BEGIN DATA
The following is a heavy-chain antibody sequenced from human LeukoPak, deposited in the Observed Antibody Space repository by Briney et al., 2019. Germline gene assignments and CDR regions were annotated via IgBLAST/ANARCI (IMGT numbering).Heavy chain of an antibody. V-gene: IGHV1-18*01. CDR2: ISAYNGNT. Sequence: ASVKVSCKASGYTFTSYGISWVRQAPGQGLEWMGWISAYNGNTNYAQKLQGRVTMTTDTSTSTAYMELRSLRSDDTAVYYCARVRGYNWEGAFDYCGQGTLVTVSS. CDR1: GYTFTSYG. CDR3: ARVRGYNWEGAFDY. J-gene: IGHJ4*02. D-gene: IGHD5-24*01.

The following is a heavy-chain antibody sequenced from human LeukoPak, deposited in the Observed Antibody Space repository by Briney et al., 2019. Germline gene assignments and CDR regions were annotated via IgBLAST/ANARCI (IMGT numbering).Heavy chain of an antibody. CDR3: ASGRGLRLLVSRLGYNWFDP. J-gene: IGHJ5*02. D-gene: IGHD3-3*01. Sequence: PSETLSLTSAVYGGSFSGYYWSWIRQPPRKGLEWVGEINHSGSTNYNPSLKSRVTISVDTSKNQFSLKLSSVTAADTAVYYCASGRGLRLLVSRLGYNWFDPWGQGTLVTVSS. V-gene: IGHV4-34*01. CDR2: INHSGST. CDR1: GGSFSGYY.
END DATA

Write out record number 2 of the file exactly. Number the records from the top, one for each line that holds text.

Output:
The following is a heavy-chain antibody sequenced from human LeukoPak, deposited in the Observed Antibody Space repository by Briney et al., 2019. Germline gene assignments and CDR regions were annotated via IgBLAST/ANARCI (IMGT numbering).Heavy chain of an antibody. CDR3: ASGRGLRLLVSRLGYNWFDP. J-gene: IGHJ5*02. D-gene: IGHD3-3*01. Sequence: PSETLSLTSAVYGGSFSGYYWSWIRQPPRKGLEWVGEINHSGSTNYNPSLKSRVTISVDTSKNQFSLKLSSVTAADTAVYYCASGRGLRLLVSRLGYNWFDPWGQGTLVTVSS. V-gene: IGHV4-34*01. CDR2: INHSGST. CDR1: GGSFSGYY.